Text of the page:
Do you want to be rich someday? You need to pay yourself first. That means that you invest* your money automatically every single paycheck from the point you hear this until you stop working for a paycheck (at which point you should be rich or disabled). *Alternatively you can pay down debt.
This is great advice, but I want to take it a step further. If you want to achieve your financial goals faster, you need to pay yourself last too.
My husband and I recently began embarking on a live in "Flip" or more accurately a live in DIY renovation. Actually, we began about 6 months ago when we moved into a fairly junky house. Juggling two full time equivalents (my job plus my husband's research schedule), a toddler, our health, and a home renovation has been no joke, and we unfortunately expect that we will be keeping up the pace for another year and a half (+/-).
We also have a roommate, which means that our whole renovation and all our living space can take up no more than 1000 square feet (plus a 60 foot shed which is awkwardly in our redneck yard).
When we first began our health, our marriage, and our sanity suffered. Recently though, we've begun to hit our stride. As such, I feel like I can offer a few tips on how to survive and thrive in the several year grind known as DIY remodeling.
My husband and I rarely go out to eat. This is one part toddler syndrome (wherein parents of toddlers become boring), one part cheapskate syndrome (wherein you don't pay for stuff, full stop), and one part enjoyment of cooking.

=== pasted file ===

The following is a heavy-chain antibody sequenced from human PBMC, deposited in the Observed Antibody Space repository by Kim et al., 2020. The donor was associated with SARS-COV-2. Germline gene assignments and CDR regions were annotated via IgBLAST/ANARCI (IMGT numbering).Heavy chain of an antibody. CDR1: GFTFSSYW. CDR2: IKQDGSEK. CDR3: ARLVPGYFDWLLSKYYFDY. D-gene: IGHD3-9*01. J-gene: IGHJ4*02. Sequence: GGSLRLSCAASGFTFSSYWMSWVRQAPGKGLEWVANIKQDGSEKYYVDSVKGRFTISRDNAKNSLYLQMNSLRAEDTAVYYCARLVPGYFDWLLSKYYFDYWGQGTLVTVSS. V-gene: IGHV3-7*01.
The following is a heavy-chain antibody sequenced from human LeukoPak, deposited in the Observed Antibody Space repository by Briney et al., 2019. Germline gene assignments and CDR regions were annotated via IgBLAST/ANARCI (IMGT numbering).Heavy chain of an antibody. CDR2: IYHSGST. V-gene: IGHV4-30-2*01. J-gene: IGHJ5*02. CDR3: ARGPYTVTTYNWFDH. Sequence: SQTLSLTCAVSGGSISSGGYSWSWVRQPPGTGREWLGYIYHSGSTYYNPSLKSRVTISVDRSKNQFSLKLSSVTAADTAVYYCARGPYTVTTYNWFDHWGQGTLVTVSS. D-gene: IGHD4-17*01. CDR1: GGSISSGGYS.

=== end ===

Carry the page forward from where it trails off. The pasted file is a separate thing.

Many who blog about frugality espouse the virtues of cooking at home, but let me tell you cooking is only a frugal hobby on one condition... you have to eat the leftovers (or not produce them in the first place).
Eat crap you don't want to...(I mean Pantry Challenge)
This is an ongoing series of mine. I am discussing the confusing things about privilege. I don't hope to draw any "Solutions." Mostly, I am hoping that I can process my current life situation (highly privileged from every perspective living in a low privilege area) and become a more loving person as a result.
In Part I, I pointed out that privilege is confusing because you can't escape the privileged worldview. On top of that, I pointed out that rhetoric that defines privilege as a problem is too simplistic because the goal of that rhetoric is ostensibly to give everyone the benefits of privilege. Even so, we cannot turn a blind eye to the fact that unequal distribution of the benefits of privilege is yielding some concerning social trends (and importantly individual problems).
Today's confusing topic is that some people earn privilege, so it feels like due reward.
I'm a wife, a mom, an employee, and a personal finance nerd who is devoted to spreadsheeting my way through life.